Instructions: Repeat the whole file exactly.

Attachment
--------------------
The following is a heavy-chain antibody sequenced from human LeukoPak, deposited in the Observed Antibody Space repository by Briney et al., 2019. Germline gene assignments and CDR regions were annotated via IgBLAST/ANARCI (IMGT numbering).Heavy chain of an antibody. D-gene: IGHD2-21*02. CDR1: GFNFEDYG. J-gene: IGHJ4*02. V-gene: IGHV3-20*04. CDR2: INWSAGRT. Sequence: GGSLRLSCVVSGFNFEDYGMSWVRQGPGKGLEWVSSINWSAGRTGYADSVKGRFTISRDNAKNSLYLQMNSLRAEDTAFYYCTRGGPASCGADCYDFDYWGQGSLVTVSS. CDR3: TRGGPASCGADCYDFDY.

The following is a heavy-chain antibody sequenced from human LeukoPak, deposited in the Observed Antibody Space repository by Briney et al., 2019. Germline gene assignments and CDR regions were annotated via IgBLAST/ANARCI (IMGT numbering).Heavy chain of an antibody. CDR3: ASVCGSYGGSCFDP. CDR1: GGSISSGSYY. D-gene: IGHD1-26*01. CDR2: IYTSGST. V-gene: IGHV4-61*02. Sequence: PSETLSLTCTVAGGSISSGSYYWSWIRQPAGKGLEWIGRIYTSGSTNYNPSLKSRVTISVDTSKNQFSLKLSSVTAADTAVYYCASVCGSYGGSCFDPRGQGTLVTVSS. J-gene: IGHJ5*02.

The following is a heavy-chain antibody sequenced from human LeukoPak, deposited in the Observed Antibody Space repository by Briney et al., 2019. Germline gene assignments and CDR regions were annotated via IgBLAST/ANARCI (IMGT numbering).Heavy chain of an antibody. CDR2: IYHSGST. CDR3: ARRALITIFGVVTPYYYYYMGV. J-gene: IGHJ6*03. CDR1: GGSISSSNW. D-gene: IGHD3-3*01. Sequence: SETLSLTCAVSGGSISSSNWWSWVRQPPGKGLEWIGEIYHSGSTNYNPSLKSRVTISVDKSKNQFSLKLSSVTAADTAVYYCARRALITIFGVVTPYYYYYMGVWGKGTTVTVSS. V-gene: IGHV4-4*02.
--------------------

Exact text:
The following is a heavy-chain antibody sequenced from human LeukoPak, deposited in the Observed Antibody Space repository by Briney et al., 2019. Germline gene assignments and CDR regions were annotated via IgBLAST/ANARCI (IMGT numbering).Heavy chain of an antibody. D-gene: IGHD2-21*02. CDR1: GFNFEDYG. J-gene: IGHJ4*02. V-gene: IGHV3-20*04. CDR2: INWSAGRT. Sequence: GGSLRLSCVVSGFNFEDYGMSWVRQGPGKGLEWVSSINWSAGRTGYADSVKGRFTISRDNAKNSLYLQMNSLRAEDTAFYYCTRGGPASCGADCYDFDYWGQGSLVTVSS. CDR3: TRGGPASCGADCYDFDY.

The following is a heavy-chain antibody sequenced from human LeukoPak, deposited in the Observed Antibody Space repository by Briney et al., 2019. Germline gene assignments and CDR regions were annotated via IgBLAST/ANARCI (IMGT numbering).Heavy chain of an antibody. CDR3: ASVCGSYGGSCFDP. CDR1: GGSISSGSYY. D-gene: IGHD1-26*01. CDR2: IYTSGST. V-gene: IGHV4-61*02. Sequence: PSETLSLTCTVAGGSISSGSYYWSWIRQPAGKGLEWIGRIYTSGSTNYNPSLKSRVTISVDTSKNQFSLKLSSVTAADTAVYYCASVCGSYGGSCFDPRGQGTLVTVSS. J-gene: IGHJ5*02.

The following is a heavy-chain antibody sequenced from human LeukoPak, deposited in the Observed Antibody Space repository by Briney et al., 2019. Germline gene assignments and CDR regions were annotated via IgBLAST/ANARCI (IMGT numbering).Heavy chain of an antibody. CDR2: IYHSGST. CDR3: ARRALITIFGVVTPYYYYYMGV. J-gene: IGHJ6*03. CDR1: GGSISSSNW. D-gene: IGHD3-3*01. Sequence: SETLSLTCAVSGGSISSSNWWSWVRQPPGKGLEWIGEIYHSGSTNYNPSLKSRVTISVDKSKNQFSLKLSSVTAADTAVYYCARRALITIFGVVTPYYYYYMGVWGKGTTVTVSS. V-gene: IGHV4-4*02.